“The president isn’t looking at one piece of this,” Sanders said. “He’s looking at all of the bad behavior of Iran — not just the nuclear deal as bad behavior, but the ballistic missile testing, destabilizing of the region, number one state sponsor of terrorism, cyber attacks, illicit nuclear program.”

US President Donald Trump speaks during a proclamation signing in the Oval Office of the White House on October 6, 2017.(AFP Photo/Brendan Smialowski)

Since taking office, the Trump administration has spoken about an all-of-the-above approach to countering Iran’s troublesome activities in the region, which extend beyond nuclear development to ballistic missile testing, human rights violations and support for extremist groups. But the administration has had to wait to put that approach into place until it finished a lengthy Iran policy review whose completion has been repeatedly delayed.

The person familiar with Iran policy said H.R. McMaster, the president’s national security adviser, has been the key driver in developing the integrated strategy with the Defense, State and Treasury departments and intelligence agencies.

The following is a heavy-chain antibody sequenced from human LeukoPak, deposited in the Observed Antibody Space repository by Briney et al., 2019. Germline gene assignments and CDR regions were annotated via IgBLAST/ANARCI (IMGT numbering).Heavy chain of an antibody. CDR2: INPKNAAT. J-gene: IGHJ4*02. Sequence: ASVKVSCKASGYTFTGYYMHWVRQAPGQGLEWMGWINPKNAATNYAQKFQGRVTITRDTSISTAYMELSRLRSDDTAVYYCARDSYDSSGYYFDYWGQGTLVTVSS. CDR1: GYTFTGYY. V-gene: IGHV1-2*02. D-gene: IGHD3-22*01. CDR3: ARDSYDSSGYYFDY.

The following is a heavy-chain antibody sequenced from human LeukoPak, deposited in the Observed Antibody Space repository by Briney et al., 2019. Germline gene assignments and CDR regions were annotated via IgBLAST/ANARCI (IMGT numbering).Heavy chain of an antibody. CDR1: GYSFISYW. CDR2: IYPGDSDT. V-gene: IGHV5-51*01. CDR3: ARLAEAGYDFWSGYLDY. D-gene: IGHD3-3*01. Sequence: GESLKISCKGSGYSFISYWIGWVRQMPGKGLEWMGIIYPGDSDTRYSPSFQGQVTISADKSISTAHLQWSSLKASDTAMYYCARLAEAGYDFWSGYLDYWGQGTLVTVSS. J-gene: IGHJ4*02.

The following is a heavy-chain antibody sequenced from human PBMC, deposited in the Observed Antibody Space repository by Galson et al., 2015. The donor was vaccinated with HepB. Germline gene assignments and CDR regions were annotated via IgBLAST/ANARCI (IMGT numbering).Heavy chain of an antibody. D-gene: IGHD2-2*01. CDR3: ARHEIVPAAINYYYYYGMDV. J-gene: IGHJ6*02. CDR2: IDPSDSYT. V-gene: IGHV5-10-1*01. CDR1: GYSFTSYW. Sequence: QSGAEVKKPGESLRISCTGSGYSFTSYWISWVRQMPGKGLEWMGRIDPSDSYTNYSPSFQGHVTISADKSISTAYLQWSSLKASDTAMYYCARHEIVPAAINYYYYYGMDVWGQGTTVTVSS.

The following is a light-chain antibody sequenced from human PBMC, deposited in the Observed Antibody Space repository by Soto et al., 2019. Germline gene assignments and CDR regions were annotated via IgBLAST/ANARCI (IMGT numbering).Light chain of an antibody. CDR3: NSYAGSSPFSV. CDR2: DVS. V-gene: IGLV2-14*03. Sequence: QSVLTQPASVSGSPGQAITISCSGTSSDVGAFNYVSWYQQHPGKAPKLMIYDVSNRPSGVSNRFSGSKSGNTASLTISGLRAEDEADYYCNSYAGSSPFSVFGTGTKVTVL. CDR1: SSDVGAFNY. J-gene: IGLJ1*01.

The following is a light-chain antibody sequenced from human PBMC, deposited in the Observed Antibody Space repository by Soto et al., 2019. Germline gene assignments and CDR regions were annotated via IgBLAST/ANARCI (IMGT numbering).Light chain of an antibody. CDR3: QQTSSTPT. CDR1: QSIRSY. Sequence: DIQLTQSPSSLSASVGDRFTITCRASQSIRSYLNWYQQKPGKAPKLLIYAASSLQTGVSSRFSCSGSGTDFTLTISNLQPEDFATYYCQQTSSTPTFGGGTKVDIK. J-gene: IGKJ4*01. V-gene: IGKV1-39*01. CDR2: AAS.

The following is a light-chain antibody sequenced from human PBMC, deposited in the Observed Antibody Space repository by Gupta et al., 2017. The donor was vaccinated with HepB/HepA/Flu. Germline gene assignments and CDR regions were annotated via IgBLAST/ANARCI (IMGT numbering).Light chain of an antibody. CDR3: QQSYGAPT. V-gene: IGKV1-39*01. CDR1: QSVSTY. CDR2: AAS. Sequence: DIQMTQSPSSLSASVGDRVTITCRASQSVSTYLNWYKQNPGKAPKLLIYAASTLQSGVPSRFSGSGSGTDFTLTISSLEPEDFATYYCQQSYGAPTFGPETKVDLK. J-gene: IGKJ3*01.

Trump is set to deliver a policy speech on Iran next week in which he is expected to decline to certify Iran’s compliance in the landmark 2015 agreement that the US and its partners signed with Tehran to rein in its nuclear program.

That would stop short of pulling out of the deal. Lawmakers say Trump isn’t going to immediately announce new nuclear sanctions, which are prohibited by the deal, and instead will refer the matter to Congress.

US National security adviser H.R. McMaster speaks during a news briefing at the White House, in Washington, Friday, September 15, 2017 (AP Photo/Carolyn Kaster)

Sen. Tim Kaine, D-Va., tweeted Friday that the White House has told senators the president will “decertify [the] Iran deal but asks Congress NOT to re-impose sanctions.”

Under the new policy, the White House is focusing on the Revolutionary Guard and Hezbollah — two Iran-backed entities that have long elicited scorn from much of the West.

The State Department next week will announce a total of $12 million in rewards for information leading to the location, arrest or conviction of two leaders of Hezbollah.

The US will offer up to $7 million for information on Talal Hamiyah, who leads Hezbollah’s international terrorism branch and is suspected of carrying out hijackings, attacks and kidnappings of US citizens. Another $5 million is being offered for information on Fuad Shukr, a member of Hezbollah who runs the group’s military forces in southern Lebanon, where the group is based.

The Iranian Revolutionary Guard Corps, or IRGC, will also feel the squeeze. Legislation signed in August gave Trump an October 31 deadline to either impose sanctions on the IRGC or issue a waiver. He is not expected to sign the waiver, meaning the sanctions will kick in automatically.

The new White House policy will also include a political strategy to curb Iranian aggression, possible covert or cyber operations and diplomatic efforts to change parts of the nuclear deal with Iran.